The "genie" in the bottle takes his or her name from "djinn". "Djinns" were various spirits considered lesser than angels, with people exhibiting unsavory characteristics said to be possessed by djinn. When the book "The Thousand and One Nights" was translated into French, the word "djinn" was transformed into the existing word "génie", because of the similarity in sound and the related spiritual meaning. This "génie" from the Arabian tale became confused with the Latin-derived "genius", a guardian spirit thought to be assigned to each person at birth. Purely as a result of that mistranslation the word genie has come to mean the "djinn" that pops out of the bottle. A little hard to follow, but still quite interesting …

53. "The Bourne Supremacy" org. : CIA
"The Bourne Identity" is a great spy novel written by Robert Ludlum, first published in 1980. It has been ranked as the second best spy novel of all time, just behind the even more enjoyable "The Spy Who Came in from the Cold" by John le Carre. Ludlum wrote two sequels, and all three parts of the Bourne Trilogy have been made into very successful movies. Ludlum died before he could write more than three novels featuring Jason Bourne, but five more titles in the series have been published, written by Eric Van Lustbader. I must check them out ...

55. Dirty Harry's org. : SFPD
“Dirty” Harry Callahan was the protagonist in a series of five movies starring Clint Eastwood:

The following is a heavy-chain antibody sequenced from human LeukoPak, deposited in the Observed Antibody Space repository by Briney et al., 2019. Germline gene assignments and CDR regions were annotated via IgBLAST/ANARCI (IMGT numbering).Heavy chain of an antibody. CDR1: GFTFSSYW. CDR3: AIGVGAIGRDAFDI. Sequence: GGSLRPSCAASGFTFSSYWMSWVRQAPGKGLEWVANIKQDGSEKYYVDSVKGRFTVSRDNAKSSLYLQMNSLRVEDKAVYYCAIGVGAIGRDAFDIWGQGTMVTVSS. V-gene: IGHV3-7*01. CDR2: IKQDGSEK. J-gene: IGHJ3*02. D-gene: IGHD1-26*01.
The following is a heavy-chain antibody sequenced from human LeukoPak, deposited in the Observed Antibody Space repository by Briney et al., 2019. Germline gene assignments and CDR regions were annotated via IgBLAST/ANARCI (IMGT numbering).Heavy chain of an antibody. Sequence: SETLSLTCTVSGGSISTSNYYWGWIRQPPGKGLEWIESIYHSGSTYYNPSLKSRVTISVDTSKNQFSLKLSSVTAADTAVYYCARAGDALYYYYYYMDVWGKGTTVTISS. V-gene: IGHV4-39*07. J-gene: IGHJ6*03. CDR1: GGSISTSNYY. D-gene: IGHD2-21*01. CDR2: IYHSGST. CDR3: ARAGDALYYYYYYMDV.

- “Dirty Harry” (1971)
- “Magnum Force” (1973)
- “The Enforcer” (1976)
- “Sudden Impact” (1983)
- “The Dead Pool” (1988)

57. Handled the music at a rave : DJED
The world's first radio disk jockey was one Ray Newby of Stockton, California who made his first broadcast in 1909, would you believe? When he was 16 years old and a student, Newby started to play his records on a primitive radio located in the Herrold College of Engineering and Wireless in San Jose. The records played back then were mostly recordings of Enrico Caruso.

60. DiCaprio, to pals : LEO
Hollywood star Leonardo DiCaprio is from Los Angeles, California. DiCaprio’s mother was visiting a museum in Italy when she was pregnant and felt the first kick of her unborn child. At the moment of that first kick, Mama DiCaprio was looking at a painting by Leonardo da Vinci, and so named her son Leonardo.

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For the sake of completion, here is a full listing of all the answers:
Across
1. 1970 #1 hit with the lyric "Easy as ..." : ABC
4. Last option, often : OTHER
9. Equally poor : AS BAD
14. Miracle-___ : -GRO
15. Soap genre : DRAMA
16. Macbeth or Macduff : THANE
17. Surgically replaceable body parts : HI(P J)OINTS
19. With 49-Across, jumble : HODGE
20. Sop up : ABSORB
21. Many a corporate plane : PRO(P J)ET
23. On videotape, say : SEEN
24. Supposed skill of some hotline operators : ESP
27. The sun, in Spain : EL SOL
28. Some INTs result in them : TDS
29. When mammoths roamed : ICE AGE
31. Sedona automaker : KIA
33. On-the-spot appraisal : SNA(P J)UDGMENT
36. "___ directed" : USE AS
39. Sun-kissed : TAN